Author disclosure: No relevant financial affiliations.
1. Meinert CL, Knatterud GL, Prout TE, Klimt CR. A study of the effects of hypoglycemic agents on vascular complications in patients with adult-onset diabetes. II. Mortality results. Diabetes. 1970;19(suppl):789–830.
2. Patel A, MacMahon S, Chalmers J, et al.; ADVANCE Collaborative Group. Intensive blood glucose control and vascular outcomes in patients with type 2 diabetes. N Engl J Med. 2008;358(24):2560–2572.
3. Boussageon R, Bejan-Angoulvant T, Saadatian-Elahi M, et al. Effect of intensive glucose lowering treatment on all cause mortality, cardiovascular death, and microvascular events in type 2 diabetes: meta-analysis of randomised controlled trials. BMJ. 2011;343:d4169.
4. Hemmingsen B, Lund SS, Gluud C, et al. Targeting intensive glycaemic control versus targeting conventional glycaemic control for type 2 diabetes mellitus. Cochrane Database Syst Rev. 2011;(6):CD008143.
5. Huang ES, Meigs JB, Singer DE. The effect of interventions to prevent cardiovascular disease in patients with type 2 diabetes mellitus. Am J Med. 2001;111(8):633–642.
6. Yusuf S, Hawken S, Ounpuu S, et al.; INTERHEART Study Investigators. Effect of potentially modifiable risk factors associated with myocardial infarction in 52 countries (the INTERHEART study): case-control study. Lancet. 2004;364(9438):937–952.
7. UK Prospective Diabetes Study Group. Effect of intensive blood-glucose control with metformin on complications in overweight patients with type 2 diabetes (UKPDS 34) [published correction appears in Lancet. 1998;352(9139):1558]. Lancet. 1998;352(9131):854–865.
8. Inzucchi SE, Bergenstal RM, Buse JB, et al. Management of hyperglycemia in type 2 diabetes: a patient-centered approach: position statement of the American Diabetes Association (ADA) and the European Association for the Study of Diabetes (EASD) [published correction appears in Diabetes Care. 2013;36(2):490]. Diabetes Care. 2012;35(6):1364–1379.
9. Hughes JR. A quantitative estimate of the clinical significance of treating tobacco dependence. Am J Prev Med. 2010;39(3):285–286.
10. UK Prospective Diabetes Study Group. Tight blood pressure control and risk of macrovascular and microvascular complications in type 2 diabetes: UKPDS 38 [published correction appears in BMJ. 1999;318 (7175):29]. BMJ. 1998;317(7160):703–713.
11. Srinivasan B, Taub N, Khunti K, Davies M. Diabetes: glycaemic control in type 2. Clin Evid (Online). 2008. http://www.clinicalevidence.bmj.com/x/pdf/clinical-evidence/en-gb/systematic-review-archive/2008-03-0609.pdf (subscription required). Accessed September 11, 2013.
12. Grover SA, Coupal L, Zowall H, Weiss TW, Alexander CM. Evaluating the benefits of treating dyslipidemia: the importance of diabetes as a risk factor. Am J Med. 2003;115(2):122–128.
13. O'Connor NR. Diabetes mellitus (type 2). Essential Evidence Plus. http://www.essentialevidenceplus.com/content/eee/127 (subscription required). Accessed August 26, 2012.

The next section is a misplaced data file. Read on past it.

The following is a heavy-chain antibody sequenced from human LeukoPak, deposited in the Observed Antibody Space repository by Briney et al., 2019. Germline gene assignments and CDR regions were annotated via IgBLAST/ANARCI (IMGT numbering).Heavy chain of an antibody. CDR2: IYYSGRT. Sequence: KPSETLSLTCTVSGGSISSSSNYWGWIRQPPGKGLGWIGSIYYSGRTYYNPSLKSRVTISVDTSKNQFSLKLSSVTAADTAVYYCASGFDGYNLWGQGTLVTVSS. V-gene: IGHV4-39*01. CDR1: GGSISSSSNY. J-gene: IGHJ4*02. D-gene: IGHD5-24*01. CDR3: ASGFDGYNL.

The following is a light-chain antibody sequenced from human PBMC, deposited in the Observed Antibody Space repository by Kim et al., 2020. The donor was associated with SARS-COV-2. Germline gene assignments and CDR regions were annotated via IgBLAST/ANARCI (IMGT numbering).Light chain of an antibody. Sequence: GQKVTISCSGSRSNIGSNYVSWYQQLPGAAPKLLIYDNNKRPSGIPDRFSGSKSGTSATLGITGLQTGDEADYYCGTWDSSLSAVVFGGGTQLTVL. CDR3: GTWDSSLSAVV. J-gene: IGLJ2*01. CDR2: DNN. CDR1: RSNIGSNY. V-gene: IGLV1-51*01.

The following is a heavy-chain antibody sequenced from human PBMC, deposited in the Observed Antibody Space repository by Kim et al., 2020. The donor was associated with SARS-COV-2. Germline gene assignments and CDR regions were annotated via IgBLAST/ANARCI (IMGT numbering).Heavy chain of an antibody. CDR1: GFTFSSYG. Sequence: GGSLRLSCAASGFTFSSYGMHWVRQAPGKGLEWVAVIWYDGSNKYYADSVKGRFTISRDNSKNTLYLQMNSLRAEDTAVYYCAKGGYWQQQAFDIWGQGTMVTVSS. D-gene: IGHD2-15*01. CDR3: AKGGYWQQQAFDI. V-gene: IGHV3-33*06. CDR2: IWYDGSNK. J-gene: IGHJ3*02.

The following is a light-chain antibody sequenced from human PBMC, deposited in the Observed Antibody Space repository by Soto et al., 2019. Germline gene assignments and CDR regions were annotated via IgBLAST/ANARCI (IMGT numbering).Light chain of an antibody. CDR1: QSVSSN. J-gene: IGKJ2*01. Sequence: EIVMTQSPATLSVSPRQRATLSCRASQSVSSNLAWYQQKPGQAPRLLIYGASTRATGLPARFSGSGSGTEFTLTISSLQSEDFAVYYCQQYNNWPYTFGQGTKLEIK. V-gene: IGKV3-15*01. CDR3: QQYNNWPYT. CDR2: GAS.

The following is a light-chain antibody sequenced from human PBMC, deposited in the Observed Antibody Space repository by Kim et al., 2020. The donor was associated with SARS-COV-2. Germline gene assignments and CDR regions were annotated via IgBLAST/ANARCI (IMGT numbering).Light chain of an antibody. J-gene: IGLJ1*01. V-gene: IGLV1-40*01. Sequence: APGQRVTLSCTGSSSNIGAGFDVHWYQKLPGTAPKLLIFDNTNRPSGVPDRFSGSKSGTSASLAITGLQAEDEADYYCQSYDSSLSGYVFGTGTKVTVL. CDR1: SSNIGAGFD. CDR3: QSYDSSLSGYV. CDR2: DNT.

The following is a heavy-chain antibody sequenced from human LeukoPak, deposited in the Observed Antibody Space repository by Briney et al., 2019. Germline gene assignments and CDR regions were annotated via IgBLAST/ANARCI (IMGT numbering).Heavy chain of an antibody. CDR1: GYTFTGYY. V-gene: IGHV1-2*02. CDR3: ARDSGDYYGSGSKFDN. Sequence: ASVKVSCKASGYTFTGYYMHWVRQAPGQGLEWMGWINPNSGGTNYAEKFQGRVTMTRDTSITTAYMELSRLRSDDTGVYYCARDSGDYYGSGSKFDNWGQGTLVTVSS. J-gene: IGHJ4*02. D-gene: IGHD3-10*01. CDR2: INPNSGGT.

14. UK Prospective Diabetes Study Group. Intensive blood-glucose control with sulphonylureas or insulin compared with conventional treatment and risk of complications in patients with type 2 diabetes (UKPDS 33) [published correction appears in Lancet. 1999;354(9178):602]. Lancet. 1998;352(9131):837–853.
15. Centers for Disease Control and Prevention. Adult cigarette smoking in the United States: current estimate. http://www.cdc.gov/tobacco/data_statistics/fact_sheets/adult_data/cig_smoking. Accessed August 26, 2012.
16. Vijan S, Hayward RA. Treatment of hypertension in type 2 diabetes mellitus: blood pressure goals, choice of agents, and setting priorities in diabetes care. Ann Intern Med. 2003;138(7):593–602.
17. Sibal L, Home PD. Management of type 2 diabetes: NICE guidelines. Clin Med. 2009;9(4):353–357.
18. Cushman WC, Evans GW, Byington RP, et al.; ACCORD Study Group. Effects of intensive blood-pressure control in type 2 diabetes mellitus. N Engl J Med. 2010;362(17):1575–1585.
19. Chobanian AV, Bakris GL, Black HR, et al.; Joint National Committee on Prevention, Detection, Evaluation, and Treatment of High Blood Pressure; National Heart, Lung, and Blood Institute; National High Blood Pressure Education Program Coordinating Committee. Seventh report of the Joint National Committee on Prevention, Detection, Evaluation, and Treatment of High Blood Pressure. Hypertension. 2003;42(6):1206–1252.
20. American Diabetes Association. Standards of medical care in diabetes—2012. Diabetes Care. 2012;35(suppl 1):S11–S63.
21. Salpeter SR, Greyber E, Pasternak GA, Salpeter EE. Risk of fatal and nonfatal lactic acidosis with metformin use in type 2 diabetes mellitus. Cochrane Database Syst Rev. 2010;(4):CD002967.
22. Ginsberg HN, Elam MB, Lovato LC, et al.; ACCORD Study Group. Effects of combination lipid therapy in type 2 diabetes mellitus [published correction appears in N Engl J Med. 2010;362(18):1748]. N Engl J Med. 2010;362(17):1563–1574.
23. Currie CJ, Peters JR, Tynan A, et al. Survival as a function of HbA(1c) in people with type 2 diabetes: a retrospective cohort study. Lancet. 2010;375(9713):481–489.